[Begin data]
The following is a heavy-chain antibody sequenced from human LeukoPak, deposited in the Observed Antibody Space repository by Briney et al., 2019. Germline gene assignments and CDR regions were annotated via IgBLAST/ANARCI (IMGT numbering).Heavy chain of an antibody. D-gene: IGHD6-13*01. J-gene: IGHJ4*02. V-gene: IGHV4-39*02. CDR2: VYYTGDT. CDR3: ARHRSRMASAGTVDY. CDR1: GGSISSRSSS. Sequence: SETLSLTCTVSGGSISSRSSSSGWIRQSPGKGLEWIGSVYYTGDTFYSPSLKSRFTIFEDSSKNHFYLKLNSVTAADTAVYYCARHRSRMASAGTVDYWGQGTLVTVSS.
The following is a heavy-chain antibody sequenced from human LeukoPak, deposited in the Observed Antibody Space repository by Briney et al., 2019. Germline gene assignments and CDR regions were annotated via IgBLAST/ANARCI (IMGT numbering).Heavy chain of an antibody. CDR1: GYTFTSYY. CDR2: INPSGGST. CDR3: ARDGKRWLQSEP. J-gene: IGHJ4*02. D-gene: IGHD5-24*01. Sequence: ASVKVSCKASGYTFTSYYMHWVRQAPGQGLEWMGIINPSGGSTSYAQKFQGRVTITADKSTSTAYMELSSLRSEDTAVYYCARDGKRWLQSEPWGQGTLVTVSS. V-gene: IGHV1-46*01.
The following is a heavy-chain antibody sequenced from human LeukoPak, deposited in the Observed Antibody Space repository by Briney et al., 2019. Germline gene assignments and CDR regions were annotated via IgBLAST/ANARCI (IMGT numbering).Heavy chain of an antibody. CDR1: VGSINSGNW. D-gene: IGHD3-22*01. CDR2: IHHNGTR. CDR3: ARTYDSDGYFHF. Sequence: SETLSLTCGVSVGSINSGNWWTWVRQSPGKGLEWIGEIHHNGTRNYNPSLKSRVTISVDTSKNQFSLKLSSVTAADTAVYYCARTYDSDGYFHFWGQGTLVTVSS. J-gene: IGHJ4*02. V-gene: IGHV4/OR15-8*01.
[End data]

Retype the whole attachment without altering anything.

The following is a heavy-chain antibody sequenced from human LeukoPak, deposited in the Observed Antibody Space repository by Briney et al., 2019. Germline gene assignments and CDR regions were annotated via IgBLAST/ANARCI (IMGT numbering).Heavy chain of an antibody. D-gene: IGHD6-13*01. J-gene: IGHJ4*02. V-gene: IGHV4-39*02. CDR2: VYYTGDT. CDR3: ARHRSRMASAGTVDY. CDR1: GGSISSRSSS. Sequence: SETLSLTCTVSGGSISSRSSSSGWIRQSPGKGLEWIGSVYYTGDTFYSPSLKSRFTIFEDSSKNHFYLKLNSVTAADTAVYYCARHRSRMASAGTVDYWGQGTLVTVSS.
The following is a heavy-chain antibody sequenced from human LeukoPak, deposited in the Observed Antibody Space repository by Briney et al., 2019. Germline gene assignments and CDR regions were annotated via IgBLAST/ANARCI (IMGT numbering).Heavy chain of an antibody. CDR1: GYTFTSYY. CDR2: INPSGGST. CDR3: ARDGKRWLQSEP. J-gene: IGHJ4*02. D-gene: IGHD5-24*01. Sequence: ASVKVSCKASGYTFTSYYMHWVRQAPGQGLEWMGIINPSGGSTSYAQKFQGRVTITADKSTSTAYMELSSLRSEDTAVYYCARDGKRWLQSEPWGQGTLVTVSS. V-gene: IGHV1-46*01.
The following is a heavy-chain antibody sequenced from human LeukoPak, deposited in the Observed Antibody Space repository by Briney et al., 2019. Germline gene assignments and CDR regions were annotated via IgBLAST/ANARCI (IMGT numbering).Heavy chain of an antibody. CDR1: VGSINSGNW. D-gene: IGHD3-22*01. CDR2: IHHNGTR. CDR3: ARTYDSDGYFHF. Sequence: SETLSLTCGVSVGSINSGNWWTWVRQSPGKGLEWIGEIHHNGTRNYNPSLKSRVTISVDTSKNQFSLKLSSVTAADTAVYYCARTYDSDGYFHFWGQGTLVTVSS. J-gene: IGHJ4*02. V-gene: IGHV4/OR15-8*01.